Another Good Year


Another year of balancing accounts, keeping up with trends, ordering inventory, satisfying  clients, and being your own boss (for better or worse) is in the books as we have bid adieu to 2018. For another year, I’ve had the great pleasure to meet some of this city’s finest and bravest people, the small business owners who keep our city’s economy humming.

In 2018 I met two sisters, Trinise Proster and Antoinette Bradford, new owners of  Heavenly Bakery, who are slowly and painstakingly building their business one small step at a time.  But they wouldn’t have it any other way, because each step brings their dream more alive.

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And there was a post about a much more established bakery, John Gendusa Bakery in Gentilly, a family-run business for four generations. Monday through Saturday, the company bakes 2,000 to 3,000 loaves a day.  Jason Gendusa, who co-owns the business with his father, John, said, “My great grandfather had the recipe posted on the wall in his office and he’d tell people, ‘Go ahead copy it. Take a picture of it because you’ll have the recipe, but you won’t be able to replicate it.’” It is some mighty tasty bread.

We said goodbye to some businesses and one store’s building burned to the ground.

On April 23, 2018,  Canal Furniture Liquidators  suffered a complete loss, but hit the ground running and went straight to work to get back up and running in its new location at 400 Jefferson Highway. “While our store may have burned, it only ignited our passion to become bigger and better than ever before,” said co-owner Holis Hannan on the store’s website.

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And then there’s the store that I never knew about before I wrote about it, which is now my all-time-favorite place to spend money.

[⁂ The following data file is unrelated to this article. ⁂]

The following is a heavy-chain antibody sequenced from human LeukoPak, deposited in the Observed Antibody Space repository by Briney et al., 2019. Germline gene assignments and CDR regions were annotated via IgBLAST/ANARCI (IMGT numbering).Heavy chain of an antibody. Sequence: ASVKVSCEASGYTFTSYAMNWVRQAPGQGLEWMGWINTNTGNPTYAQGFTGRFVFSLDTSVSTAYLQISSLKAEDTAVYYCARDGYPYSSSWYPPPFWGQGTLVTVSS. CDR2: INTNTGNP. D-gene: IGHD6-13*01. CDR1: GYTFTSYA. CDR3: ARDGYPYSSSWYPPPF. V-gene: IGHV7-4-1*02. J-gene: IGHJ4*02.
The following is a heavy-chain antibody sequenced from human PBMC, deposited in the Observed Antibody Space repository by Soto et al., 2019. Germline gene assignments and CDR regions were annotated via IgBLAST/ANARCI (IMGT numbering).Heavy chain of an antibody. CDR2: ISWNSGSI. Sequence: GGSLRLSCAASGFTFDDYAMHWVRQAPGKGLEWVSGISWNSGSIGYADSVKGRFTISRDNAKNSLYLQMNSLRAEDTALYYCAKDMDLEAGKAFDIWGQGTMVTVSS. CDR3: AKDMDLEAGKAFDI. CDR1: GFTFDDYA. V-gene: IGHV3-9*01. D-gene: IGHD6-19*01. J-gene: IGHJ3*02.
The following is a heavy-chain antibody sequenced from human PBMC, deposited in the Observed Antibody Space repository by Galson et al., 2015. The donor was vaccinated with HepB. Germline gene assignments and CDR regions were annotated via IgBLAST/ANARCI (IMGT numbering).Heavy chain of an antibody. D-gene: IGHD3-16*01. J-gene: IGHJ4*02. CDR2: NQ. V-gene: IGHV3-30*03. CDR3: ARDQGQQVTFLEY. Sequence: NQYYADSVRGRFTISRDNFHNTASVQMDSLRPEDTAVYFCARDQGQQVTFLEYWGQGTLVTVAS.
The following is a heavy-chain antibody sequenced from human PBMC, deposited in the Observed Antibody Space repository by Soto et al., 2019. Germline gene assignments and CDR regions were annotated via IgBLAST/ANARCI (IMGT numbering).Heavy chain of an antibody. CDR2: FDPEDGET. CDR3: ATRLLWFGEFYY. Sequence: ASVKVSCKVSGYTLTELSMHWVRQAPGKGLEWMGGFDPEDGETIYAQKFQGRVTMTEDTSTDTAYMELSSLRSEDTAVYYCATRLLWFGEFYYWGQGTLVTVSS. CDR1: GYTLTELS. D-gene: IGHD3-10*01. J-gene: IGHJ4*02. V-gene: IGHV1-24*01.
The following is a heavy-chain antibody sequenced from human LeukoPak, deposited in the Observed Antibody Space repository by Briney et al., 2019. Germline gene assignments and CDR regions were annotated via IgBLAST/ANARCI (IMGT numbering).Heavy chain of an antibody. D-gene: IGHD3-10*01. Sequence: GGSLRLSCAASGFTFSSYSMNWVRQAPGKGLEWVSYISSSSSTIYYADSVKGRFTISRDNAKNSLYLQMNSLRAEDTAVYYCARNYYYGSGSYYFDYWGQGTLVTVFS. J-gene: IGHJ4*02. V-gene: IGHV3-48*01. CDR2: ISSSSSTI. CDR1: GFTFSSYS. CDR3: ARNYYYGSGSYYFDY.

Harold's Plants could be called the Bywater’s own Longue Vue Garden. The store sells up to 300 orchids a week and perhaps 30 or so assorted herbs, vegetables and ornamentals a month to just me alone. I still believe a visit to Harold’s is about coming to a charmed sanctuary to enjoy its magic and horticultural allure; buying their cool stuff is almost incidental.

By a very wide margin the best quote this year came from Patrick Dunne, writer, antique dealer, historian, accomplished raconteur and owner of Lucullus: Culinary Antiques, Art and Objects  He said: “To understand that someone sat in that chair, cooked with that copper pot or toasted loved ones with these crystal glasses, can fill you with a wonderful nostalgia of comfort. And I believe the love of beauty has a civilizing effect and we need that now more than ever.”

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This past year, sharing the stories of these many small businesses has been so awe inspiring. I look forward to sharing more in 2019. And, as always, if you know of an interesting small business or a charming business owner, please pass it on to me.  Happy New Year to all.



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